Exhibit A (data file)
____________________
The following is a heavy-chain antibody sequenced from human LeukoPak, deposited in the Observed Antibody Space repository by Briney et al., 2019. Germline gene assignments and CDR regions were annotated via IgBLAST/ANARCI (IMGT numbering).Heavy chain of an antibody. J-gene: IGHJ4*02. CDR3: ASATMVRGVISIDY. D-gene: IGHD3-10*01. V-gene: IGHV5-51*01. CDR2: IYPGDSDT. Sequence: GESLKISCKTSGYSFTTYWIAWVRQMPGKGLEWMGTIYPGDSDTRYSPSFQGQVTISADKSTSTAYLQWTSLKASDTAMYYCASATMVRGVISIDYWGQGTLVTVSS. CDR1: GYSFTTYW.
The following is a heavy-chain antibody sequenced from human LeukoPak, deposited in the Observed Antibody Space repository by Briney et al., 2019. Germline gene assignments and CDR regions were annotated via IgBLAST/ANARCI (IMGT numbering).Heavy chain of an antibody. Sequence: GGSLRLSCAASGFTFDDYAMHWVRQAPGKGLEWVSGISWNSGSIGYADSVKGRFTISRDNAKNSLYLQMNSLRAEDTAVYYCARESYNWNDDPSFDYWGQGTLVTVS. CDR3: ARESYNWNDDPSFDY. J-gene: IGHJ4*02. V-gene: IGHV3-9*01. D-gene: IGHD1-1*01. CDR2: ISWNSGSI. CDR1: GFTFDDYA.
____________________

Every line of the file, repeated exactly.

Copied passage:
The following is a heavy-chain antibody sequenced from human LeukoPak, deposited in the Observed Antibody Space repository by Briney et al., 2019. Germline gene assignments and CDR regions were annotated via IgBLAST/ANARCI (IMGT numbering).Heavy chain of an antibody. J-gene: IGHJ4*02. CDR3: ASATMVRGVISIDY. D-gene: IGHD3-10*01. V-gene: IGHV5-51*01. CDR2: IYPGDSDT. Sequence: GESLKISCKTSGYSFTTYWIAWVRQMPGKGLEWMGTIYPGDSDTRYSPSFQGQVTISADKSTSTAYLQWTSLKASDTAMYYCASATMVRGVISIDYWGQGTLVTVSS. CDR1: GYSFTTYW.
The following is a heavy-chain antibody sequenced from human LeukoPak, deposited in the Observed Antibody Space repository by Briney et al., 2019. Germline gene assignments and CDR regions were annotated via IgBLAST/ANARCI (IMGT numbering).Heavy chain of an antibody. Sequence: GGSLRLSCAASGFTFDDYAMHWVRQAPGKGLEWVSGISWNSGSIGYADSVKGRFTISRDNAKNSLYLQMNSLRAEDTAVYYCARESYNWNDDPSFDYWGQGTLVTVS. CDR3: ARESYNWNDDPSFDY. J-gene: IGHJ4*02. V-gene: IGHV3-9*01. D-gene: IGHD1-1*01. CDR2: ISWNSGSI. CDR1: GFTFDDYA.